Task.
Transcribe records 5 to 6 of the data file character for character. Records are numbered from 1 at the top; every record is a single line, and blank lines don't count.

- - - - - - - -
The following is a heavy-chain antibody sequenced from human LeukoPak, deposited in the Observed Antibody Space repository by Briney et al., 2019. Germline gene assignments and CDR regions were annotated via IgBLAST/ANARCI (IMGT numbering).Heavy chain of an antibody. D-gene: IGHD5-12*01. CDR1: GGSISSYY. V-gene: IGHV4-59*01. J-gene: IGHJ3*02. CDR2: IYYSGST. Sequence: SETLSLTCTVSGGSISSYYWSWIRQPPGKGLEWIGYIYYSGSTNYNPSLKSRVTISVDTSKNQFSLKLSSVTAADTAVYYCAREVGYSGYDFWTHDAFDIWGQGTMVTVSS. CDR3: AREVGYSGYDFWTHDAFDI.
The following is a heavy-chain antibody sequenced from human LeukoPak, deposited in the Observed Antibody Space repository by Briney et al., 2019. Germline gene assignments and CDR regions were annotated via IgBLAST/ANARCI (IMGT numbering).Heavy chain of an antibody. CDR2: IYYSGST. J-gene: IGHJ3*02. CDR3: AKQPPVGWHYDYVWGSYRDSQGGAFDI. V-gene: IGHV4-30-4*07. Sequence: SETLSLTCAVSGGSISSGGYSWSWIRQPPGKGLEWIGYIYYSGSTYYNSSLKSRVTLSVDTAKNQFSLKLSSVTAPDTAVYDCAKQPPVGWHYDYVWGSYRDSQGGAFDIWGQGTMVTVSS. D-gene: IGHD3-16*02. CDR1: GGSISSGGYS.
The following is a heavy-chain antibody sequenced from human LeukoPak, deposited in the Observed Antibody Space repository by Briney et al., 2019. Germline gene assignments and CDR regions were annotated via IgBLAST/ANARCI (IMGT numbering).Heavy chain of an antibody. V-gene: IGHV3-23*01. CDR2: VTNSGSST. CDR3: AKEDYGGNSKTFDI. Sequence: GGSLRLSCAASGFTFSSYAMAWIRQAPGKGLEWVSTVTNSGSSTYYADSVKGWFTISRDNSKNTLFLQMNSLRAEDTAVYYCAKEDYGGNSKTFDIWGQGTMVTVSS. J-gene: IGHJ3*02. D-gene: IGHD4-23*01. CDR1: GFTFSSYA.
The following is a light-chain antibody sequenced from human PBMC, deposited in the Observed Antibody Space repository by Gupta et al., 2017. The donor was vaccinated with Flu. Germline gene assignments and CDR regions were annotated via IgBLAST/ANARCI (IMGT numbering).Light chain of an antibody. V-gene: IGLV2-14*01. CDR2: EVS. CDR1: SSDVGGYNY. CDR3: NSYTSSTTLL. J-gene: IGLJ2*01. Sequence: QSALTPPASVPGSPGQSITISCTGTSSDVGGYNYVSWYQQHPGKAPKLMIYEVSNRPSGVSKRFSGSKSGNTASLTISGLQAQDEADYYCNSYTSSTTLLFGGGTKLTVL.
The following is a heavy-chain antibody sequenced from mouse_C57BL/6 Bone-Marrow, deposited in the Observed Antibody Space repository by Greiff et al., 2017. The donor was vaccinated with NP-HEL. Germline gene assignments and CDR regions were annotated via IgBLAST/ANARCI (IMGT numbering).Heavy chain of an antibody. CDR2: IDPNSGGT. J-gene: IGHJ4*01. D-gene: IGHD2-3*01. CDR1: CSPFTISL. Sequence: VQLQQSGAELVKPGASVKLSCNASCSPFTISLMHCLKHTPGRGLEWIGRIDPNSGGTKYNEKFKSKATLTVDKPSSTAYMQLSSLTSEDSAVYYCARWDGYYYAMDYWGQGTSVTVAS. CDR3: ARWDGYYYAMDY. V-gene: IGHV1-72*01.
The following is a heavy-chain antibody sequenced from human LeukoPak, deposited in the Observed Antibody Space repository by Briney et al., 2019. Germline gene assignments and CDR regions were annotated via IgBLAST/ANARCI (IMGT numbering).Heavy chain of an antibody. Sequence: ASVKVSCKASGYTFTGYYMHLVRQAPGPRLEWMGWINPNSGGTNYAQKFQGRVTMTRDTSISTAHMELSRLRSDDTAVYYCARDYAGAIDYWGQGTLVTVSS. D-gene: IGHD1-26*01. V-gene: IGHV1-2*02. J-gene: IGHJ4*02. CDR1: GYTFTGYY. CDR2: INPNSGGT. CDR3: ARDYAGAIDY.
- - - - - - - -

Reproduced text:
The following is a heavy-chain antibody sequenced from mouse_C57BL/6 Bone-Marrow, deposited in the Observed Antibody Space repository by Greiff et al., 2017. The donor was vaccinated with NP-HEL. Germline gene assignments and CDR regions were annotated via IgBLAST/ANARCI (IMGT numbering).Heavy chain of an antibody. CDR2: IDPNSGGT. J-gene: IGHJ4*01. D-gene: IGHD2-3*01. CDR1: CSPFTISL. Sequence: VQLQQSGAELVKPGASVKLSCNASCSPFTISLMHCLKHTPGRGLEWIGRIDPNSGGTKYNEKFKSKATLTVDKPSSTAYMQLSSLTSEDSAVYYCARWDGYYYAMDYWGQGTSVTVAS. CDR3: ARWDGYYYAMDY. V-gene: IGHV1-72*01.
The following is a heavy-chain antibody sequenced from human LeukoPak, deposited in the Observed Antibody Space repository by Briney et al., 2019. Germline gene assignments and CDR regions were annotated via IgBLAST/ANARCI (IMGT numbering).Heavy chain of an antibody. Sequence: ASVKVSCKASGYTFTGYYMHLVRQAPGPRLEWMGWINPNSGGTNYAQKFQGRVTMTRDTSISTAHMELSRLRSDDTAVYYCARDYAGAIDYWGQGTLVTVSS. D-gene: IGHD1-26*01. V-gene: IGHV1-2*02. J-gene: IGHJ4*02. CDR1: GYTFTGYY. CDR2: INPNSGGT. CDR3: ARDYAGAIDY.